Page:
What is most striking is the reminder as to just how ground-breaking she was as a conceptual, video and performance artist. The first room for example has three piles of earth placed simply along the floor whilst either side soldiers helmets, filled with jigsaw pieces of sky, hang from the ceiling. This sort of presentation now almost de rigeur for any student degree show was unheard of in the early 1960’s. Then it was daring, imaginative and new. The whole Fluxus movement, of which she was a vital part, infact ripping up the white cube rule book for what was acceptable as art and its method of presentation.
In subsequent galleries one first encounters a piece of dirty canvas – no longer of course in a frame or on a wall – lying on a floor for us to walk over. There is a mirror ahead so we can see ourselves literally trampling on the previous history of art.
There are more iconic works: bronzes of everyday objects oozing with blood, films in ultra slow motion of eyes blinking or Lennon smiling, a glass maze, words in pencil scrawled on walls on floors asking us to imagine another reality. From the famed Indica Gallery show – where Lennon and Ono met – there is also the famed stepladder with magnifying glass attached leading to a ceiling where the word ‘yes’ is framed. John always said that if it had said ‘no or f**k you’, he would have taken little notice, but the word yes hooked him and changed the rest of his life – for better or worse.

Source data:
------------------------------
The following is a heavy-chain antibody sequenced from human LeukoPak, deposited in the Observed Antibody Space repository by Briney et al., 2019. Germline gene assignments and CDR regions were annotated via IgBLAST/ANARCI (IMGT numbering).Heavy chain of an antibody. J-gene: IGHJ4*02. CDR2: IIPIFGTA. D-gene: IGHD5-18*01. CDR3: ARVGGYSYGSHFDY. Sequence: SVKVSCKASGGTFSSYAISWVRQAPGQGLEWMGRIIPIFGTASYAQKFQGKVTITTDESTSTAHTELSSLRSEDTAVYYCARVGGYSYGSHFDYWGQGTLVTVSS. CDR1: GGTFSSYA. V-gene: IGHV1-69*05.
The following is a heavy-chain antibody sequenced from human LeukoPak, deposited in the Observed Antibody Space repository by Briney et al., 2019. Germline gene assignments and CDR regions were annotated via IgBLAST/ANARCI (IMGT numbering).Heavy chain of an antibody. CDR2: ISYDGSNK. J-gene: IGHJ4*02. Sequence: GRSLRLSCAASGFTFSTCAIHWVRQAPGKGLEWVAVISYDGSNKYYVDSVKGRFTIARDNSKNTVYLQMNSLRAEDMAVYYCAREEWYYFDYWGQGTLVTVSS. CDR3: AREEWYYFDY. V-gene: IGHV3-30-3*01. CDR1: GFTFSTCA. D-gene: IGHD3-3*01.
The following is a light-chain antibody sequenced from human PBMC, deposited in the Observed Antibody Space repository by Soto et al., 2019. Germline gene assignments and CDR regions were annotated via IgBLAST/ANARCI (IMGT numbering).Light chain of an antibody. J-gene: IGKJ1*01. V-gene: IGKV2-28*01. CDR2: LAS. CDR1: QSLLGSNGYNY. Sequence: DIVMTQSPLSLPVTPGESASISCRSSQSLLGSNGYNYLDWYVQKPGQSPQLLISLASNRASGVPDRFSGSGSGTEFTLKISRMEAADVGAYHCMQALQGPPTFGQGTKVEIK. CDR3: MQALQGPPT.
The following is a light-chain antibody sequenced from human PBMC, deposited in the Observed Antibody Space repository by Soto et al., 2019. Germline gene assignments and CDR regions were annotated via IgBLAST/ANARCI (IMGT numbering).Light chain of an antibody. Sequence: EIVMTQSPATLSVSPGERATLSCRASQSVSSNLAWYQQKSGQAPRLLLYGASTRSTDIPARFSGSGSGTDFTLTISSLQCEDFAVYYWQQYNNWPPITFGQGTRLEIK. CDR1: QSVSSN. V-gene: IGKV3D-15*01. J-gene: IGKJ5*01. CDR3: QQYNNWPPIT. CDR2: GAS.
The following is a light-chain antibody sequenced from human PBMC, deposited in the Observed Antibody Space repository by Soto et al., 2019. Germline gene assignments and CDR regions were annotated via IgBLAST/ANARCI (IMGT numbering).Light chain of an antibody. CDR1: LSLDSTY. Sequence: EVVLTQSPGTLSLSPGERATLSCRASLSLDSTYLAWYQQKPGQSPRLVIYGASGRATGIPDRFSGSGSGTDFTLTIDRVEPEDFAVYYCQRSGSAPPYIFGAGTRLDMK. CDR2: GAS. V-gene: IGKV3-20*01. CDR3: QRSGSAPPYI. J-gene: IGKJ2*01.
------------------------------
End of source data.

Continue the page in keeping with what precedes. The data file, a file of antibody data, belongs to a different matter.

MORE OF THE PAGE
Despite being a little brief and sparse this is a ‘yes’ exhibition which really should make us all appreciate Ono that bit more.
Until 9 September 2012. www.serpentinegallery.org
- Yoko Ono: to the light, Serpentine Gallery – review (standard.co.uk)
- The Guardian profile: Yoko Ono (guardian.co.uk)
- Yoko Ono: TO THE LIGHT, Serpentine Gallery, London (independent.co.uk)
- Lost in the Yoko Ono labyrinth (guardian.co.uk)
24 February 2012 § 1 Comment
I’m turning Japanese, I think I’m turning Japanese, I really think so….. It seems that there are all sorts of Japanesey things happening here in London pretty much at the same time – the Yayoi Kusama exhibition at Tate Modern being the highlight of course.